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Progress in understanding the emergence of pathological anxiety depends on the availability of paradigms effective in inducing anxiety in a simple, consistent and sustained manner. The Threat-of-Shock paradigm has typically been used to elicit anxiety, but poses ethical issues when testing vulnerable populations. Moreover, it is not clear from past studies whether anxiety can be sustained in experiments of longer durations. Here, we present empirical support for an alternative approach, the ‘Threat-of-Scream’ paradigm, in which shocks are replaced by screams. In two studies, participants were repeatedly exposed to blocks in which they were at risk of hearing aversive screams at any time vs. blocks in which they were safe from screams. Contrary to previous ‘Threat-of-Scream’ studies, we ensured that our screams were neither harmful nor intolerable by presenting them at low intensity. We found higher subjective reports of anxiety, higher skin conductance levels, and a positive correlation between the two measures, in threat compared to safe blocks. These results were reproducible and we found no significant change over time. The unpredictable delivery of low intensity screams could become an essential part of a psychology toolkit, particularly when investigating the impact of anxiety in a diversity of cognitive functions and populations.
... During the 10 blocks, participants performed a free action-decision task in social context, developed by (Vilarem, Armony, & Grèzes, 2019), the data of this task being part of another study (Beaurenaut et al. ...
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Progress in understanding the emergence of pathological anxiety depends on the availability of paradigms effective in inducing anxiety in a simple, consistent and sustained way. Much progress has been made using the Threat-of-Shock paradigm (TOS), which generates anxiety through the delivery of unpredictable electric shocks to participants. However, TOS may be problematic when testing vulnerable populations. Moreover, it is not clear whether anxiety can be sustained throughout experiments of long duration. Here, we bring support for an alternative approach called the Threat-of-Scream paradigm (TOSc), in which the tactile delivery of shocks is replaced by the auditory delivery of distress screams. We report on an one-hour long study (plus its replication) in which participants were exposed to blocks before which they were told that they could hear aversive screams at any time (threat blocks), vs. blocks before which they were told that no scream will be heard (safe blocks). Both the experiment and its replication showed higher subjective reports of anxiety, higher skin conductance level, and positive correlation between the two measures, in threat compared to safe blocks. Anxiety measures were sustained throughout the experiments, suggesting little emotional and physiological habituation. Our results suggest that the delivery of low intensity distress screams can be an efficient, stable and cheap methodology to assess the impact of sustained anxiety on a diversity of cognitive functions and populations. We therefore believe the TOSc will become an essential part of the psychological toolkit, particularly so for researchers interested in the emergence of pathological anxiety.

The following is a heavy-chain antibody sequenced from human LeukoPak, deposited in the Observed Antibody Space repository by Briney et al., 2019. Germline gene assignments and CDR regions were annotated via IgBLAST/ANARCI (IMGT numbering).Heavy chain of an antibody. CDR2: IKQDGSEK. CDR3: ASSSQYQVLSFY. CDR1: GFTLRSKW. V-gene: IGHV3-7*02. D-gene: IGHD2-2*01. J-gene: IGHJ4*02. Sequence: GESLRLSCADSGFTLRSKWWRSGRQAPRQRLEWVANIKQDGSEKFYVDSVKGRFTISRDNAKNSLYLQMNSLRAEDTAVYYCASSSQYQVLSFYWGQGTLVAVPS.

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Efficient detection and reaction to negative signals in the environment is essential for survival. In social situations, these signals are often ambiguous and can imply different levels of threat for the observer, thereby making their recognition susceptible to contextual cues – such as gaze direction when judging facial displays of emotion. However, the mechanisms underlying such contextual effects remain poorly understood. By computational modeling of human behavior and electrical brain activity, we demonstrate that gaze direction enhances the perceptual sensitivity to threat-signaling emotions – anger paired with direct gaze, and fear paired with averted gaze. This effect arises simultaneously in ventral face-selective and dorsal motor cortices at 200 ms following face presentation, dissociates across individuals as a function of anxiety, and does not reflect increased attention to threat-signaling emotions. These findings reveal that threat tunes neural processing in fast, selective, yet attention-independent fashion in sensory and motor systems, for different adaptive purposes.